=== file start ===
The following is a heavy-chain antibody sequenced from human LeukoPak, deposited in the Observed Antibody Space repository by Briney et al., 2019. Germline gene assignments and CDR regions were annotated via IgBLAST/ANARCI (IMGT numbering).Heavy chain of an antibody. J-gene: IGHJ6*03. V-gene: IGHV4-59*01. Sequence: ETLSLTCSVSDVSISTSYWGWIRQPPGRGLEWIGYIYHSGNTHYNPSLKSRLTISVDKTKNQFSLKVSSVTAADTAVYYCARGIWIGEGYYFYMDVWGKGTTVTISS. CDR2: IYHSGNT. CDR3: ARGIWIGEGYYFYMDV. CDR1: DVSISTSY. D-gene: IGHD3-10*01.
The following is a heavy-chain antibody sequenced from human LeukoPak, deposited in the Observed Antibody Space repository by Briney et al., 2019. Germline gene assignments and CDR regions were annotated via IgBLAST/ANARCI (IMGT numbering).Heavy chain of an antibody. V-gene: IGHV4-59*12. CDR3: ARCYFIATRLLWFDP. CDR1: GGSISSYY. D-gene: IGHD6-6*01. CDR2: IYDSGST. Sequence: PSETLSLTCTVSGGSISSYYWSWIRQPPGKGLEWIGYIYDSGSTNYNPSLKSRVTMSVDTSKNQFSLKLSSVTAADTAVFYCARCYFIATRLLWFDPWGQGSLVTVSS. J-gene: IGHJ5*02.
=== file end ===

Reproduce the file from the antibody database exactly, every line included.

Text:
The following is a heavy-chain antibody sequenced from human LeukoPak, deposited in the Observed Antibody Space repository by Briney et al., 2019. Germline gene assignments and CDR regions were annotated via IgBLAST/ANARCI (IMGT numbering).Heavy chain of an antibody. J-gene: IGHJ6*03. V-gene: IGHV4-59*01. Sequence: ETLSLTCSVSDVSISTSYWGWIRQPPGRGLEWIGYIYHSGNTHYNPSLKSRLTISVDKTKNQFSLKVSSVTAADTAVYYCARGIWIGEGYYFYMDVWGKGTTVTISS. CDR2: IYHSGNT. CDR3: ARGIWIGEGYYFYMDV. CDR1: DVSISTSY. D-gene: IGHD3-10*01.
The following is a heavy-chain antibody sequenced from human LeukoPak, deposited in the Observed Antibody Space repository by Briney et al., 2019. Germline gene assignments and CDR regions were annotated via IgBLAST/ANARCI (IMGT numbering).Heavy chain of an antibody. V-gene: IGHV4-59*12. CDR3: ARCYFIATRLLWFDP. CDR1: GGSISSYY. D-gene: IGHD6-6*01. CDR2: IYDSGST. Sequence: PSETLSLTCTVSGGSISSYYWSWIRQPPGKGLEWIGYIYDSGSTNYNPSLKSRVTMSVDTSKNQFSLKLSSVTAADTAVFYCARCYFIATRLLWFDPWGQGSLVTVSS. J-gene: IGHJ5*02.